Judge rules false-arrest lawsuit brought by Charles Village rape suspect may go forward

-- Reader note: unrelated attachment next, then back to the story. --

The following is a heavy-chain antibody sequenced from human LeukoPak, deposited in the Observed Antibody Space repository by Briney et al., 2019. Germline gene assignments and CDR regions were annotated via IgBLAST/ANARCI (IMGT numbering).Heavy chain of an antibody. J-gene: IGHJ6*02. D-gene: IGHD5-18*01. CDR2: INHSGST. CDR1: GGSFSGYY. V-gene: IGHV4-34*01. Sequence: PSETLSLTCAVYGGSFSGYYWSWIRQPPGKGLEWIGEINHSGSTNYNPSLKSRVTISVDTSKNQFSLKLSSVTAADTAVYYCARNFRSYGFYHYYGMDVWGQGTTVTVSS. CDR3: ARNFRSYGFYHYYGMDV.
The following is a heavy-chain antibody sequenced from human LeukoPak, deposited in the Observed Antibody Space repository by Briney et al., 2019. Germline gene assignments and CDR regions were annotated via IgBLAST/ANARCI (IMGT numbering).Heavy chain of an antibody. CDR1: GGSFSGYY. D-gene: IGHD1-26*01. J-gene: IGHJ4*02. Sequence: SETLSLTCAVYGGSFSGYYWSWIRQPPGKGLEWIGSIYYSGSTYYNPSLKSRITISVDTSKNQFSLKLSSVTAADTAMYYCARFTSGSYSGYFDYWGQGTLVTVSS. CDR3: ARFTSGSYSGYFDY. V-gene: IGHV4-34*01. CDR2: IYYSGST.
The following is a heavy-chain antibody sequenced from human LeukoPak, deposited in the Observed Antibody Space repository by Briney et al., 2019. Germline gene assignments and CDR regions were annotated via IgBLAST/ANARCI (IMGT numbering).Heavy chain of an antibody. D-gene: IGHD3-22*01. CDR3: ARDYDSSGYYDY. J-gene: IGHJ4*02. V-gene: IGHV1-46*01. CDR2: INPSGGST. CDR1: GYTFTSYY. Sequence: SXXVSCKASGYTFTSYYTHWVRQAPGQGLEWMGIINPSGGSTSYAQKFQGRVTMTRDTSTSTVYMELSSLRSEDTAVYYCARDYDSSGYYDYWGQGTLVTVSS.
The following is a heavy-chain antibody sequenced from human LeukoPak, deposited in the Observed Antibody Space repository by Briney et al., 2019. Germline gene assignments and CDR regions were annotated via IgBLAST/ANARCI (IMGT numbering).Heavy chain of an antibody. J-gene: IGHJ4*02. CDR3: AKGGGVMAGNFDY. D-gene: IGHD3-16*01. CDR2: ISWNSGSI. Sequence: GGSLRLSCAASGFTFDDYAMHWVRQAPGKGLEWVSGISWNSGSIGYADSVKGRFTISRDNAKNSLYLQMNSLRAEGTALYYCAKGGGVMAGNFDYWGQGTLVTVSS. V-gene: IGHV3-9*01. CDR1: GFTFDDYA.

Marlow Humbert, the man who spent 14 months in a Baltimore jail before rape charges against him were dropped in July 2009, during which time he was dubbed the "Charles Village Rapist," has prevailed in the Baltimore City Police Department's attempt to swat down his $10 million false-arrest and malicious-prosecution lawsuit in federal court. Yesterday, U.S. District Court judge William Quarles ruled Humbert's claims against three officers – detectives Caprice Smith and Dominick Griffin and sergeant Chris Jones – may go to a jury. Humbert' allegations that Griffin and Jones recklessly omitted details that would have undermined the probable cause for his arrest can go forward, as can his claim on the "reasonableness" of the officers' "beliefs that probable cause existed," Quarles ruled. Smith is now a business coach, motivational speaker, and author of Uncuffed: Behind My Smile (pictured), among other books. Her website says she "uses her experience in the interrogation room" where "she has spent several years face to face with sexual predators and abusers" to help clients learn about "their power, their purpose, and latent things that hold them from greatness." Humbert's lawsuit, brought by Baltimore attorney Barry Glazer and his co-counsel, contends that, even though DNA tests excluded Humbert as a suspect within a month of his arrest, the charges still were not dropped for more than another year. Evidence developed in the case so far, and summarized in Quarles' opinion allowing the suit to continue, suggests that the victim harbors doubts about the efficacy of the police investigation and that the officers appear to have misconstrued her identification of the attacker as "positive," even though she was far from certain that Humbert did the crime. To read Quarles' ruling, click here.